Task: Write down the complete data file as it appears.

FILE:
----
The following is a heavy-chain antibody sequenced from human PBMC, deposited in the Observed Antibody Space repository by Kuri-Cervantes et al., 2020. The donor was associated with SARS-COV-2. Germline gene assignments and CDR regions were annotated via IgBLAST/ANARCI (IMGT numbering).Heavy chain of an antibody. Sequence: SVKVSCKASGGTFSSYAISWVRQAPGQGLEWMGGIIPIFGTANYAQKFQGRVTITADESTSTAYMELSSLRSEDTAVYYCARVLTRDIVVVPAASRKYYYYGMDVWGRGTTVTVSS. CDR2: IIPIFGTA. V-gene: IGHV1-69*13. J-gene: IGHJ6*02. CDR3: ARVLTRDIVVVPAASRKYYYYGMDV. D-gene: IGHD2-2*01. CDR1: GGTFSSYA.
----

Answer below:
The following is a heavy-chain antibody sequenced from human PBMC, deposited in the Observed Antibody Space repository by Kuri-Cervantes et al., 2020. The donor was associated with SARS-COV-2. Germline gene assignments and CDR regions were annotated via IgBLAST/ANARCI (IMGT numbering).Heavy chain of an antibody. Sequence: SVKVSCKASGGTFSSYAISWVRQAPGQGLEWMGGIIPIFGTANYAQKFQGRVTITADESTSTAYMELSSLRSEDTAVYYCARVLTRDIVVVPAASRKYYYYGMDVWGRGTTVTVSS. CDR2: IIPIFGTA. V-gene: IGHV1-69*13. J-gene: IGHJ6*02. CDR3: ARVLTRDIVVVPAASRKYYYYGMDV. D-gene: IGHD2-2*01. CDR1: GGTFSSYA.